As Dr. Steven Carlson walked a strip-tilled field near his home in Albert Lea, MN this past summer, he noticed something missing: soil compaction. Penetrometer readings from the neighbor’s conventionally tilled field had measured compacted soil at 15 inches, but this field was consistently showing none.
It was also teeming with earthworms.
“This was very interesting since the fields are side-by-side and have very similar soil,” Carlson said. “Prior to seven years ago, the strip-tilled field had been conventionally tilled and it was evident to me that the SoilWarrior had contributed to the improvements that I was seeing.”
Dr. Carlson is an independent research consultant and development agronomist who has conducted studies and provided technical support to ag businesses for more than 35 years. ETS hired him in the spring of 2015 to develop and implement field plot research comparing the SoilWarrior with other methods of tillage.
As an expert in crop production, soil science, and crop protection, he is aware of the negative effects of compaction on crop growth and development, and ultimately on yield. Compaction, which is caused by heavy equipment traffic, has only worsened in recent years as farm machinery has increased in size and weight.
“The roots cannot find enough soil to explore which inhibits the plant’s ability to take up nutrients and water,” explains Carlson. “It destroys structure, reduces porosity, limits water and air infiltration, increases resistance to root penetration, and often results in reduced yield.”
Strip-till reduces the damage by minimizing equipment traffic. Over time, fewer passes across the field provide relief to the soil.
Initial findings led Dr. Carlson to hypothesize that the SoilWarrior’s patented cog wheels help eliminate compaction by breaking through both surface and subsurface layers. This eventually leads to improved structure and soil health.
The machine is also able to cut through tough crop residue more efficiently and effectively blend it into the soil. The residue left on the soil surface not only protects it from wind and water erosion, it also feeds earthworms and other beneficial soil organisms.
Both of these observations are substantiated by what other ETS customers have experienced, saying the machine “pulls easily though the soil” and that their ground is protected by an “earthworm army”.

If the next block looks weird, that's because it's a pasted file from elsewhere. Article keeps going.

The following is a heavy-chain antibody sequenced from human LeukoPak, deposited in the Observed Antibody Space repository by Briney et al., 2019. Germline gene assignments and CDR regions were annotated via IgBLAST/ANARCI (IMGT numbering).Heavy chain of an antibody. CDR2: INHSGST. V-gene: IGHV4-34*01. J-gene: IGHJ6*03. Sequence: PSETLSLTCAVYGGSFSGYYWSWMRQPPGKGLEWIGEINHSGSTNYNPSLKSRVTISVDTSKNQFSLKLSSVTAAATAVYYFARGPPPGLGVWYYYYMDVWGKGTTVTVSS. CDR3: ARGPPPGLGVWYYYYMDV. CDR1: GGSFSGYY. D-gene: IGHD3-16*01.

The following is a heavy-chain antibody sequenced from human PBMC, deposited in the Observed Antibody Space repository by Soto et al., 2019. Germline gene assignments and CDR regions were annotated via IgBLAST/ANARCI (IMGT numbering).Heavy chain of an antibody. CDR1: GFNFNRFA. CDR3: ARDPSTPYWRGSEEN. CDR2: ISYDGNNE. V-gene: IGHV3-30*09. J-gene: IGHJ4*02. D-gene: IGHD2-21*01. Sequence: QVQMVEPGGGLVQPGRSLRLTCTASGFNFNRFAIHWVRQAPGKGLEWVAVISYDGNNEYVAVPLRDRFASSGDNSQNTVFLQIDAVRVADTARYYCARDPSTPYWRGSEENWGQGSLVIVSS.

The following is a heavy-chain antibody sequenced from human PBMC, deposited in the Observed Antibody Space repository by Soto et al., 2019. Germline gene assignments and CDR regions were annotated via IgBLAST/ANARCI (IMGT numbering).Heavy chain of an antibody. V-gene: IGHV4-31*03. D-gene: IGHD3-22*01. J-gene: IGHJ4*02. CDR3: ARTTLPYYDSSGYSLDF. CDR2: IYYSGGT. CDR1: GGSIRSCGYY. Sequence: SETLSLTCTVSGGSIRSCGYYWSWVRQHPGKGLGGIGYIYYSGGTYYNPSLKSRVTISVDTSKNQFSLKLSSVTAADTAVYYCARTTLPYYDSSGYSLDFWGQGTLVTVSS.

Dr. Carlson established research plots near Janesville, Minnesota for ETS in the fall of 2015. This multiple-year study will compare full surface tillage using traditional methods to strip-till using the SoilWarrior.
He applied P and K last fall at recommended rates using the SoilWarrior in the strip-till plots and broadcast across the conventional plots. In the spring he plans to apply N to each plot and side dress as needed throughout the summer. This study consists of six replications and the site has been conventionally tilled in the past.
Carlson intends to initiate additional studies in the coming years to compare other tillage methods.
When asked what he expects to find, his answer was no surprise.
“Well, based on what I have seen, I suspect there will be no compaction, more earthworms, and healthier soil in the strip-till plots over time. However, I am keeping my expectations in check,” he explained. “The goal of this isn’t to make predictions and see if the data fits. It is to do the work, connect the dots, and share the results so farmers can make informed management decisions.”
Watch for an update on this research project this spring. In the meantime, learn about an Iowa farmer who is conducting a large-scale research project on his farm to identify the economic benefits of strip-till.